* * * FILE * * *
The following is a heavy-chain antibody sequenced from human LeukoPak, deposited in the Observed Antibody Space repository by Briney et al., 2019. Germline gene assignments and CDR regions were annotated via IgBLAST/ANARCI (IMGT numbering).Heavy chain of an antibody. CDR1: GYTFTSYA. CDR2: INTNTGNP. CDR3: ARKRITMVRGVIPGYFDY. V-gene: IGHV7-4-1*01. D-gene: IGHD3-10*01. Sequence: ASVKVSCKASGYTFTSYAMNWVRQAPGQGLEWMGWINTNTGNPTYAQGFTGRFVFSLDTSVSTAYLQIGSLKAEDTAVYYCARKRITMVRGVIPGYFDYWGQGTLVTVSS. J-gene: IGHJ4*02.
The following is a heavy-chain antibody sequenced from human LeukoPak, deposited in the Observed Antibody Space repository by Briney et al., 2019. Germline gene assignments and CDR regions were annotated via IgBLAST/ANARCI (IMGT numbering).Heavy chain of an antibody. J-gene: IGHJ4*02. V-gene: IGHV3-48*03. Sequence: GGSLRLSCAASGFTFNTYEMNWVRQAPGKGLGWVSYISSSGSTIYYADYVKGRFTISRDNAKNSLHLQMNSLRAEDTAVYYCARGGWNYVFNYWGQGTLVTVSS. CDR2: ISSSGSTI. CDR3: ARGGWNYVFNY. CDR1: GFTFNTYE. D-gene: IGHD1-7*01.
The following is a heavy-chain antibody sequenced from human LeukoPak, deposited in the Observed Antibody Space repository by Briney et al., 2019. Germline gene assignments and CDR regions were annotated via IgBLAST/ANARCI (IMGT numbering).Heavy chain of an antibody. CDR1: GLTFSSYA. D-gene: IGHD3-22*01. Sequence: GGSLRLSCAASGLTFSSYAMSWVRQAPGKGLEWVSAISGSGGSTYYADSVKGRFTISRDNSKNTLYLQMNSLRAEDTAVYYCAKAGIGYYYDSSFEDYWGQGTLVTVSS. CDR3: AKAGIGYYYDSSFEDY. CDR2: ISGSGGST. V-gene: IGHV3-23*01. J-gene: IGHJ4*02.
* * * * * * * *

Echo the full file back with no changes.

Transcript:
The following is a heavy-chain antibody sequenced from human LeukoPak, deposited in the Observed Antibody Space repository by Briney et al., 2019. Germline gene assignments and CDR regions were annotated via IgBLAST/ANARCI (IMGT numbering).Heavy chain of an antibody. CDR1: GYTFTSYA. CDR2: INTNTGNP. CDR3: ARKRITMVRGVIPGYFDY. V-gene: IGHV7-4-1*01. D-gene: IGHD3-10*01. Sequence: ASVKVSCKASGYTFTSYAMNWVRQAPGQGLEWMGWINTNTGNPTYAQGFTGRFVFSLDTSVSTAYLQIGSLKAEDTAVYYCARKRITMVRGVIPGYFDYWGQGTLVTVSS. J-gene: IGHJ4*02.
The following is a heavy-chain antibody sequenced from human LeukoPak, deposited in the Observed Antibody Space repository by Briney et al., 2019. Germline gene assignments and CDR regions were annotated via IgBLAST/ANARCI (IMGT numbering).Heavy chain of an antibody. J-gene: IGHJ4*02. V-gene: IGHV3-48*03. Sequence: GGSLRLSCAASGFTFNTYEMNWVRQAPGKGLGWVSYISSSGSTIYYADYVKGRFTISRDNAKNSLHLQMNSLRAEDTAVYYCARGGWNYVFNYWGQGTLVTVSS. CDR2: ISSSGSTI. CDR3: ARGGWNYVFNY. CDR1: GFTFNTYE. D-gene: IGHD1-7*01.
The following is a heavy-chain antibody sequenced from human LeukoPak, deposited in the Observed Antibody Space repository by Briney et al., 2019. Germline gene assignments and CDR regions were annotated via IgBLAST/ANARCI (IMGT numbering).Heavy chain of an antibody. CDR1: GLTFSSYA. D-gene: IGHD3-22*01. Sequence: GGSLRLSCAASGLTFSSYAMSWVRQAPGKGLEWVSAISGSGGSTYYADSVKGRFTISRDNSKNTLYLQMNSLRAEDTAVYYCAKAGIGYYYDSSFEDYWGQGTLVTVSS. CDR3: AKAGIGYYYDSSFEDY. CDR2: ISGSGGST. V-gene: IGHV3-23*01. J-gene: IGHJ4*02.